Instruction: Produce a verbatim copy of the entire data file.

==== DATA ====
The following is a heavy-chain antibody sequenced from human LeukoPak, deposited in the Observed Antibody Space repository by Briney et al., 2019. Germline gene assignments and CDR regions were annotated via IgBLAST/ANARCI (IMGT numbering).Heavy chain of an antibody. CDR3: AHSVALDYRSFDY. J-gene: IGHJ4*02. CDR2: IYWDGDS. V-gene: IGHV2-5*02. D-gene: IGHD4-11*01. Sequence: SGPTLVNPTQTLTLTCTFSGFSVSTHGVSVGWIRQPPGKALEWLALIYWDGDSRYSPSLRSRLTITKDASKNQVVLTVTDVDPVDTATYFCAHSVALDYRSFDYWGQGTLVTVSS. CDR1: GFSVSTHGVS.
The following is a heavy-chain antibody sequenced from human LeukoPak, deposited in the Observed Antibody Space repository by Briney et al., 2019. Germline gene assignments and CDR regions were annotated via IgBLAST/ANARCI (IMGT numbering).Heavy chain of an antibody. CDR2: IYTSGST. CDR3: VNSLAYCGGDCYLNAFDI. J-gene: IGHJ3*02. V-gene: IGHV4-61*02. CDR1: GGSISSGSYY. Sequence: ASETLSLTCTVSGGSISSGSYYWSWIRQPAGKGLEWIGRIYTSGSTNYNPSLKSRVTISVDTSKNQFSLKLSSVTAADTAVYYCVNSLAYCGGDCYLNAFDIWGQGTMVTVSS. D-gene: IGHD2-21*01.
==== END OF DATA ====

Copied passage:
The following is a heavy-chain antibody sequenced from human LeukoPak, deposited in the Observed Antibody Space repository by Briney et al., 2019. Germline gene assignments and CDR regions were annotated via IgBLAST/ANARCI (IMGT numbering).Heavy chain of an antibody. CDR3: AHSVALDYRSFDY. J-gene: IGHJ4*02. CDR2: IYWDGDS. V-gene: IGHV2-5*02. D-gene: IGHD4-11*01. Sequence: SGPTLVNPTQTLTLTCTFSGFSVSTHGVSVGWIRQPPGKALEWLALIYWDGDSRYSPSLRSRLTITKDASKNQVVLTVTDVDPVDTATYFCAHSVALDYRSFDYWGQGTLVTVSS. CDR1: GFSVSTHGVS.
The following is a heavy-chain antibody sequenced from human LeukoPak, deposited in the Observed Antibody Space repository by Briney et al., 2019. Germline gene assignments and CDR regions were annotated via IgBLAST/ANARCI (IMGT numbering).Heavy chain of an antibody. CDR2: IYTSGST. CDR3: VNSLAYCGGDCYLNAFDI. J-gene: IGHJ3*02. V-gene: IGHV4-61*02. CDR1: GGSISSGSYY. Sequence: ASETLSLTCTVSGGSISSGSYYWSWIRQPAGKGLEWIGRIYTSGSTNYNPSLKSRVTISVDTSKNQFSLKLSSVTAADTAVYYCVNSLAYCGGDCYLNAFDIWGQGTMVTVSS. D-gene: IGHD2-21*01.